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Senate passes measure to require disclosure of drug prices in TV ads

Senate passes measure to require disclosure of drug prices in TV ads

The Senate on Thursday passed a measure to provide funding to require drug advertisements to disclose the price of the drug after a last-minute push.

The passage came as part of the massive health-care spending bill that the Senate passed on Thursday, which included the amendment from Sens. Chuck GrassleyCharles (Chuck) Ernest GrassleyDems angered by GOP plan to hold judicial hearings in October American Bar Association dropping Kavanaugh review Clinton's security clearance withdrawn at her request MORE (R-Iowa) and Dick DurbinRichard (Dick) Joseph DurbinDurbin opposes Saudi arms sale over missing journalist Noisy democracy, or rude people behaving like children? Kavanaugh tensions linger after bitter fight MORE (D-Ill.).

The move marks a rare moment where Congress took some action aimed at high drug prices, a contentious issue that has been a recent target of Democrats and the Trump administration.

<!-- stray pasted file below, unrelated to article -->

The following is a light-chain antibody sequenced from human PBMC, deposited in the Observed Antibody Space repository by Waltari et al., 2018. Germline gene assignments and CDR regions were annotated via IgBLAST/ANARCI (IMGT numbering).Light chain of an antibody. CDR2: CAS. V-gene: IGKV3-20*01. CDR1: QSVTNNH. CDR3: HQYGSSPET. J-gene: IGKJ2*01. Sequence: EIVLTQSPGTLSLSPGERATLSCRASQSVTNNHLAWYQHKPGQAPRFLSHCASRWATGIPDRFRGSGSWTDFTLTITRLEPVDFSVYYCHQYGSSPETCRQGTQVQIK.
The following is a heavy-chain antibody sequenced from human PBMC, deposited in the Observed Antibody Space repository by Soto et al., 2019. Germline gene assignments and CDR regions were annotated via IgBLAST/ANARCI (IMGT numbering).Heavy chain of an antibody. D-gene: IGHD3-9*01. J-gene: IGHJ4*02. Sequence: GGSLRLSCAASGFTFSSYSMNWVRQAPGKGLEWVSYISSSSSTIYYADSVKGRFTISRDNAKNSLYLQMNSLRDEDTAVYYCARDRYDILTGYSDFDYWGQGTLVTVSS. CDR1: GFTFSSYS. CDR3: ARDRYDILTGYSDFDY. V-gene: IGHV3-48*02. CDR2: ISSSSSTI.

“More information gives transparency to the transaction, and will help give American consumers a break and start to slow down the skyrocketing cost of prescription drugs,” Durbin said in a statement.  

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The Senate’s health spending bill still needs to be reconciled with the House’s before it goes to the president’s desk.

Grassley and Durbin worked up until Thursday to get their amendment included, warning that powerful pharmaceutical companies were working against them.

“What we're up against here is a very powerful interest in this town,” Grassley said earlier on Thursday.

The pharmaceutical industry opposes requiring prices to be disclosed in TV ads. The Pharmaceutical Research and Manufacturers of America, the main drug industry lobbying group, warned the move would “confuse patients” and could violate the First Amendment.

The Trump administration supports the idea, and has proposed it as part of President TrumpDonald John TrumpKey takeaways from the Arizona Senate debate Major Hollywood talent firm considering rejecting Saudi investment money: report Mattis says he thought 'nothing at all' about Trump saying he may leave administration MORE’s plan to lower drug prices.

David Mitchell, president of the advocacy group Patients for Affordable Drugs, said the move was not a major step but was going in the right direction.

“We don't see this as a big step that will lower drug prices,” he tweeted. “But giving consumers/patients more info is a good thing in and of itself.”